August 7, 2009
Is Marketing Us to Death the Future of e-Readers and Newspapers?
Editor & Publisher is reportingthat the e-reader (Kindle, et al.) will have to evolve to a broader mix of reader products, including newspapers and magazines. Otherwise the recreational reading market may not be enough to reach the level of penetration that is enjoyed by music players. That also means the money isn't going to flow in as much as it could to publishers and online book stores. The idea that an e-reader becomes as necessary piece of personal electronics also means that its content more or less becomes commoditized. Publishers don't want to hear that, but I think it's true. Look what happened to the music industry. Music today is less an art form worth appreciating when 30,000 or so musical paintings can fit on a device that sits in a shirt pocket. Music is consumable.
Consider the news industry in light of this. Newspapers are hurting. The closure of major newspapers or their transition to web only products to save money isn't exactly a harbinger that consumers are willing to pay for something they get free. One problem is that there are too many sites offering the same information, more or less. If papers report that Sonia Sotomayor is confirmed by the Senate as she was yesterday, how many web outlets carry the news? Google News lists over 3,000 articles. If the Wall Street Journal wants to charge for that information, I can get it from the Toronto Star for free. It would take a concerted mass movement in the news business to go to a paid model where a paper couldn't be undercut by another free web source. That's something which would bring a lot of antitrust scrutiny.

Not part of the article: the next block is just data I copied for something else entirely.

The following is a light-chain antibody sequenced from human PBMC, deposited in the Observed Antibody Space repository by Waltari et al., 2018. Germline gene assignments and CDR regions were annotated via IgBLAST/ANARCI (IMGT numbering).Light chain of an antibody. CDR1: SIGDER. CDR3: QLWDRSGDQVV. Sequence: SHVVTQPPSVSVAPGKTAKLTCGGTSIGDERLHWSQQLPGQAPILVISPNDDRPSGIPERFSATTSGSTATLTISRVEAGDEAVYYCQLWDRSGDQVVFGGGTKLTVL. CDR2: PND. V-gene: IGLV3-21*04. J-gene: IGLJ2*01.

If news is consumable, then why not sell subscriptions via e-readers and limit what editors place on the paper's web site? Mind that I happen to like free news. The idea, however, may expand the market and utility of e-readers and actually give newspapers a place where they can sell their product. One problem with revenue I can see is that the electronic version of a news page would have to resort to an electronic representation of a print ad. Either that or the technology has to develop to allow working links to vendor sites to really maximize the value of an ad. If that happens, why stop there? Why not insert ads into a e-book or link any product mentioned in the text to a vendor site? Maybe the idea isn't so good if implemented in the extreme. Nonetheless, there is an opportunity for the news industry and the e-book market to converge. [MG]
August 7, 2009 | Permalink
TrackBack URL for this entry:
Listed below are links to weblogs that reference Is Marketing Us to Death the Future of e-Readers and Newspapers?: